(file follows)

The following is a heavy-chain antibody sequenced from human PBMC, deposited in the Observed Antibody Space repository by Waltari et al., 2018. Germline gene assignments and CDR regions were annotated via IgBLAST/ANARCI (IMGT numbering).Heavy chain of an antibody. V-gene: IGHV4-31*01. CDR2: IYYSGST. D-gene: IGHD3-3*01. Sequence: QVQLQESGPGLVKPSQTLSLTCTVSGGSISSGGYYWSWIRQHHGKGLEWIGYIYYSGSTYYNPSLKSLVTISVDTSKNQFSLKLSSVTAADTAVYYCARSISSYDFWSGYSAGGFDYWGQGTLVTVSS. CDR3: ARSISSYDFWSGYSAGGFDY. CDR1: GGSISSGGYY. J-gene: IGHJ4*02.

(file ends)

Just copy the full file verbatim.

The following is a heavy-chain antibody sequenced from human PBMC, deposited in the Observed Antibody Space repository by Waltari et al., 2018. Germline gene assignments and CDR regions were annotated via IgBLAST/ANARCI (IMGT numbering).Heavy chain of an antibody. V-gene: IGHV4-31*01. CDR2: IYYSGST. D-gene: IGHD3-3*01. Sequence: QVQLQESGPGLVKPSQTLSLTCTVSGGSISSGGYYWSWIRQHHGKGLEWIGYIYYSGSTYYNPSLKSLVTISVDTSKNQFSLKLSSVTAADTAVYYCARSISSYDFWSGYSAGGFDYWGQGTLVTVSS. CDR3: ARSISSYDFWSGYSAGGFDY. CDR1: GGSISSGGYY. J-gene: IGHJ4*02.